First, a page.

REVIEW: Jaunt - Cue

a2652319061_10.jpg

Phillipe Roberts

With Cue, Jaunt exploits the EP format to its fullest, sampling caught-from-the-air melodies liberally while exercising tasteful restraint, knowing when each elegant idea has run its course. Tirelessly catchy with an expert ear for the seemingly nonsensical oddball songwriting twist, the band leaves you hanging on every note, riding a constant wave of discovery as each song refuses to wear out its welcome. From top to bottom, ambient outro included, Cue unfolds like a singles collection; a Now That’s What I Call Experimental Pop hit parade with replay value galore.

No matter how you slice it, the dominant mode of Cue, the roots and rhythm of the project, is R&B. Whether it’s the depth of the pocket on “Best Case” or the sultry choral vocals on “Faster Interactions," the Isley Brothers-style shuffle of “Machined” or the detailed backing harmonies of “Intimate Sunset,” Jaunt keep it grounded in the groove, even as they push it into left field. Fans of Hundred Waters or Dirty Projectors will feel right at home here, though the beats on Cue are funkier than anything Longstreth and Co. have put out in more than a few years.

Jaunt’s take on the genre chases melodies into a corner and lets them fight their way out. Ideas rarely loop more than once before mutating into inviting new forms. The penultimate track, “Faster Interactions,” bends its riffs to the breaking point, sometimes abandoning them altogether for stranger pastures. Group vocals jarringly glide down into a lower register before landing on a cushion of electric organ. Video game sounds double up the drum hits in a segue towards a rumbling bass synth outro, a kaleidoscopic whirlwind of rhythm reminiscent of the best of Stereolab on Dots and Loops. It’s truly boggling how many transformations occur, but even more stunning given the track’s three-minute runtime.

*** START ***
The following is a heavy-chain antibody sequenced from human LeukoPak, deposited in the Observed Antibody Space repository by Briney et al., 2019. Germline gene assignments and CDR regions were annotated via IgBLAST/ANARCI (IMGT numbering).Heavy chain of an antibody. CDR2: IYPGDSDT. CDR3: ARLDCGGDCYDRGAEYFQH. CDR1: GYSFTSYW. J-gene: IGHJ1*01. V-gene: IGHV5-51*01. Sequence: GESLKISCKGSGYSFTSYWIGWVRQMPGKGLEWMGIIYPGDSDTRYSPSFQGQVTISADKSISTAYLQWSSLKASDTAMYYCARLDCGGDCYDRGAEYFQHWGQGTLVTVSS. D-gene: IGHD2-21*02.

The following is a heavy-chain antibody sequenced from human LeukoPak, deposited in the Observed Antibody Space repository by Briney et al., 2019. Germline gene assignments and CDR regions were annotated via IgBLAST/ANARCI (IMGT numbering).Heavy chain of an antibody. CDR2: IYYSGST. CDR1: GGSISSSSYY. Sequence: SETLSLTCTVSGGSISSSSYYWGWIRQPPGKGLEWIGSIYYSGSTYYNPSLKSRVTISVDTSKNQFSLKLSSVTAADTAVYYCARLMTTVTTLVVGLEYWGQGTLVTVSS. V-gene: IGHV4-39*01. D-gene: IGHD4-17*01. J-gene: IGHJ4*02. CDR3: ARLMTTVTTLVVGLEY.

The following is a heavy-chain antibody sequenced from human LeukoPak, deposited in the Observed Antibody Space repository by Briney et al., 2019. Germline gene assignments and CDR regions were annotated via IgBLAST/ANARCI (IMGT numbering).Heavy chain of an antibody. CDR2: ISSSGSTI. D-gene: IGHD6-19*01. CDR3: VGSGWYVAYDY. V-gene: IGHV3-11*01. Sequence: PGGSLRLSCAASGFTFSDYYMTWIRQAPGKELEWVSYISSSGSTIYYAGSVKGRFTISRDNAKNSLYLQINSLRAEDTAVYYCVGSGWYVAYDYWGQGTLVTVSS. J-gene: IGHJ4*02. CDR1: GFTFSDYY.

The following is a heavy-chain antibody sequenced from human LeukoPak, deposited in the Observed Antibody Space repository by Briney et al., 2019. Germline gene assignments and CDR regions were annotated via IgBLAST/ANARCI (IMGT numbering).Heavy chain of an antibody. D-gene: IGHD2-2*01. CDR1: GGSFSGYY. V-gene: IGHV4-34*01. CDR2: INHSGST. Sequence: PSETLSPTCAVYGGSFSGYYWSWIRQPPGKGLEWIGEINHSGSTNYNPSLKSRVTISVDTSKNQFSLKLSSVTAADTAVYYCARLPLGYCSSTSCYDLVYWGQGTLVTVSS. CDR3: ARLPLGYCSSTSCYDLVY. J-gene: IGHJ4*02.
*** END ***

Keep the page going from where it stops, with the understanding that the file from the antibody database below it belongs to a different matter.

These slight runtimes—“Faster Interactions” is the only track to even crack the three-minute ceiling—will have you dragging the dial back again and again. And although none of the songs feel “incomplete” per se, Jaunt’s tendency to French exit just as your mind latches onto the hook will absolutely leave you wanting more, launching you into a bit of an addictive cycle. The almost-title track “Cued” is the record’s main offender, a gorgeous bit of digital vocal riffing dancing atop a hauntingly beautiful layer of swooning cinematic synthesizers. As it floats to a one-minute finish, you can’t help but feel a sense of helplessness at having been teased so perfectly. Putting a picture-perfect slow jam banger intro at the end of a record is malicious, cruel, and utterly brilliant—the kind of move that will have you scrambling to pre-order the next episode.

In the midst of this double-edged generosity, there’s “Intimate Sunset,” perhaps the one track on Cue where Jaunt’s contemporary sensibilities take a back seat to cozy nostalgia. A gentle, '60s-inspired folk tune, the track gives up the misdirection and sticks to wringing every drop of romance out of those chords. It’s a patch of firm ground, tucked between the shifting fault lines and earth-quaking juxtapositions before and after, but it really shows off just how flexible Jaunt are becoming in their stylistic evolution, exposing that their quirky turns aren’t simple ignorance, but calculated leaps away from the intuitive “right” way. Cue is a real treat of a record, a delightful adventure in opening up the senses. Comfort food spiced to perfection.